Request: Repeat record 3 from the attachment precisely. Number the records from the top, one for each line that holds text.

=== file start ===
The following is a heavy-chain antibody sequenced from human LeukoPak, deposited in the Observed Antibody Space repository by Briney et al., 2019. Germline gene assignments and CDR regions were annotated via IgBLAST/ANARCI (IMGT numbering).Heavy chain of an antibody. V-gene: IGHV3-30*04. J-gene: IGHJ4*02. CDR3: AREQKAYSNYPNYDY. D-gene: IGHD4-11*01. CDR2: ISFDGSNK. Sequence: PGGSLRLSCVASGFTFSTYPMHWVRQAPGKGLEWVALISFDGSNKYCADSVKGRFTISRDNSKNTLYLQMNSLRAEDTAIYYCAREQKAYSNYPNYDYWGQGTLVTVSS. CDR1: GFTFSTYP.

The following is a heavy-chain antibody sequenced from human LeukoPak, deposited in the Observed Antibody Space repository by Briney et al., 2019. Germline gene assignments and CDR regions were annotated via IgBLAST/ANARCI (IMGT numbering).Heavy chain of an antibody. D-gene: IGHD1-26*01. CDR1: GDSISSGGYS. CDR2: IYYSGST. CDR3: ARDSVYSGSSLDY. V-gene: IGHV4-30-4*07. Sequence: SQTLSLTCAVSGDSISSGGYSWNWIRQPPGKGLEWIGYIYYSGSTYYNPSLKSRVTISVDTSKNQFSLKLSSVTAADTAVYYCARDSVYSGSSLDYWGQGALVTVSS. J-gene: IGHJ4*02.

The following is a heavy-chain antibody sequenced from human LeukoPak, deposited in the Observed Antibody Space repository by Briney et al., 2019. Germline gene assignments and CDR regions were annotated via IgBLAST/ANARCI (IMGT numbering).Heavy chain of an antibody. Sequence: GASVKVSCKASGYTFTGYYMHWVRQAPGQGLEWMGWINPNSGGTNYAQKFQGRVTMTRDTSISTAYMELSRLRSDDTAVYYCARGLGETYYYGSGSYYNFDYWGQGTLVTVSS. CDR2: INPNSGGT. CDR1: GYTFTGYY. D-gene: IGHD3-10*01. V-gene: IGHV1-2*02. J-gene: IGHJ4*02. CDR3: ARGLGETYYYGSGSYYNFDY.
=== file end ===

The following is a heavy-chain antibody sequenced from human LeukoPak, deposited in the Observed Antibody Space repository by Briney et al., 2019. Germline gene assignments and CDR regions were annotated via IgBLAST/ANARCI (IMGT numbering).Heavy chain of an antibody. Sequence: GASVKVSCKASGYTFTGYYMHWVRQAPGQGLEWMGWINPNSGGTNYAQKFQGRVTMTRDTSISTAYMELSRLRSDDTAVYYCARGLGETYYYGSGSYYNFDYWGQGTLVTVSS. CDR2: INPNSGGT. CDR1: GYTFTGYY. D-gene: IGHD3-10*01. V-gene: IGHV1-2*02. J-gene: IGHJ4*02. CDR3: ARGLGETYYYGSGSYYNFDY.